Completely agree. Braley, Chayka, and Skulsky had an over-inflated assessment of the value of their tickets due to all those winning seasons and consequently, kept pushing the price points northward. It finally reached a point of diminishing returns and demand collapsed. You can't charge Canuck-like prices in this market to watch guys making $50,000 a year. Sorry, you just can't.
Where they really lost was the move to Empire. They thought the $563M hole in the roof and renovations would lead to a huge upswing in ticket holders. While interest in the BC Place re-opening spiked, it was only for a game or two. Many people dropped their season tickets when the club moved to the temporary digs and just never came back.
Many of us have been calling for this for years. Better late than never...
That's quite a quick splash from their new president LeLacheur. Pretty good cross marketing if I understand it properly and understand what a"voucher" means. I find the wording in some of this release to be confusing.
Does it mean you can take your Save on Rewards Card to BC place and they will sell you a ticket for $29. Where does that ticket sit you? Endzone?
And what if one of those 150 players is highly coveted? Take this example: Everyone knows Montreal has a need at quarterback, but unfortunately Hamilton owns the rights to the player that could have helped them.
I understand the league wants to keep salaries down, but a cap is a cap.
I can live with the negotiation list of course. It was just an example that came to mind. Is it the coaches challenges that I really don't like.
You used to be able to get 2 Lions tickets at 7-11 for $40. Bought them once a few years ago, and they wern't that bad of seats either. Corner of the field, but still better than the end zone. This was just before the BC Place renovation.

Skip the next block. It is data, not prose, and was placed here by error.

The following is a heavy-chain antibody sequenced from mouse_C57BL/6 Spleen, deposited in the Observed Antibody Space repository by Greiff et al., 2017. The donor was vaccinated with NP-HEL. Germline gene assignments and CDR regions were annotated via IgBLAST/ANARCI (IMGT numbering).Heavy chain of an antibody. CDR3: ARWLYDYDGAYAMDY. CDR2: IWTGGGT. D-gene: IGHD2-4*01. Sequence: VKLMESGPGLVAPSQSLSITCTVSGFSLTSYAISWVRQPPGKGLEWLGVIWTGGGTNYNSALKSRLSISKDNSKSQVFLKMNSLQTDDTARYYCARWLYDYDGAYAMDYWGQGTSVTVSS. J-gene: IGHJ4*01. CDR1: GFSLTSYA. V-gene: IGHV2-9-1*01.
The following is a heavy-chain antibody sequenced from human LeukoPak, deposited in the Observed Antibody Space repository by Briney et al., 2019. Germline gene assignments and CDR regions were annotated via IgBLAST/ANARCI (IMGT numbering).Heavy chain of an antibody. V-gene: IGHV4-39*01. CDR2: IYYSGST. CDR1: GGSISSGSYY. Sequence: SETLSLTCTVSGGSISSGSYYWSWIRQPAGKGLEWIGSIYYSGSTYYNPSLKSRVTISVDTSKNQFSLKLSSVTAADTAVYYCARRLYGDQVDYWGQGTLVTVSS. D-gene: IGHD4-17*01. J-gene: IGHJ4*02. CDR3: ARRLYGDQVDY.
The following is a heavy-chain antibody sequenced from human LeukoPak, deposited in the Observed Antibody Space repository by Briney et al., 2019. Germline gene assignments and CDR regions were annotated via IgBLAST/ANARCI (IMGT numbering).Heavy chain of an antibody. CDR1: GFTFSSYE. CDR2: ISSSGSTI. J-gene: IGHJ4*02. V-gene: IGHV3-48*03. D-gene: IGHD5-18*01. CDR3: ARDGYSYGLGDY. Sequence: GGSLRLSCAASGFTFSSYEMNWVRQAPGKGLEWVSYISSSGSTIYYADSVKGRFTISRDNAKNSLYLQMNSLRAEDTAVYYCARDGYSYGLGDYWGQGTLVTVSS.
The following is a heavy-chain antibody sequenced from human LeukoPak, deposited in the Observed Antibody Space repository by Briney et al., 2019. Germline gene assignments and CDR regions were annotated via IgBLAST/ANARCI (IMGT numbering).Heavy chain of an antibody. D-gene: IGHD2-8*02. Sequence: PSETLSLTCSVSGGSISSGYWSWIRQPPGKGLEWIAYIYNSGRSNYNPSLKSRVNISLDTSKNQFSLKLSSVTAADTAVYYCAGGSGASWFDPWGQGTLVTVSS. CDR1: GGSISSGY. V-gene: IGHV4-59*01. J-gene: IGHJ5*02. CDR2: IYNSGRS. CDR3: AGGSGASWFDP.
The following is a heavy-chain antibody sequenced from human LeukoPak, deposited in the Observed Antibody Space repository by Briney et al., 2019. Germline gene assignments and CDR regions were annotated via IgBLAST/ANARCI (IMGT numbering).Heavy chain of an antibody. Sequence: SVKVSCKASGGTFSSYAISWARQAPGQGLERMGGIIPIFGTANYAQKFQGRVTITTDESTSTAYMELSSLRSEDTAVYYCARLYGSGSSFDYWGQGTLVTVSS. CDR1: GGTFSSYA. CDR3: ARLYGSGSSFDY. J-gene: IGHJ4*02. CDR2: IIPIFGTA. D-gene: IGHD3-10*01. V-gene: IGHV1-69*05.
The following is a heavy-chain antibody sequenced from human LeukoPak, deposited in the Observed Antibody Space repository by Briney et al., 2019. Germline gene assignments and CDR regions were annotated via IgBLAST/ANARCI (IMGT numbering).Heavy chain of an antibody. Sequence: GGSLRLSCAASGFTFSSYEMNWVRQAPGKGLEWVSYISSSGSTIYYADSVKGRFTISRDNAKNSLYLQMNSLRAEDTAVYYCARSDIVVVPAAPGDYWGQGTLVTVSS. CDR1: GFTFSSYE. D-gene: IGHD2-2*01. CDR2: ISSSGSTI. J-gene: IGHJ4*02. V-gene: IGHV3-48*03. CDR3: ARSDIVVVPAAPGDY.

On that note... what if the Als went back to the Big O after the roof renovation, and sold super cheap season and individual tickets. When they used to play the last regular season home game at the O they offered tickets as cheap as $15, and always sold 40,000+ tickets. But for some reason... they stopped doing this around 2008.
66,000 Montreal area game attending fans is a lot better for the CFL than the 23,000 Molson stadium holds.
Big full stadiums and cheap tickets makes the game better for everyone. Period.
Could the league possibly be turning a corner with a marketing strategy that actually grows their fanbase rather than the old "lets charge NHL-like prices for tickets and then wonder why the fans aren't beating down the door to come to the stadium" approach while we grossly underpay the players?
Especially for a team like the Eskimos who have enjoyed a strong following, this moves goes to show the Eskimo organization is more worried about growing a fanbase and creating a great atmosphere for the Labour Day rematch (kinda how they did with the WILDY successful student discount for the labour day rematch years ago) rather than squeezing the existing fanbase for every last dime they can get out of them.
The issue is that in larger markets the CFL is viewed as "minor league" along the lines of say the Canadian Hockey League or more "amateur" and therefore prices will need or could need to reflect that thinking in those markets. And then there is Riderville which is a whole different gestalt, as great as it gets, and everything in between ie. Hamilton which, of course, competes with sports entertainment with the Toronto teams being so close.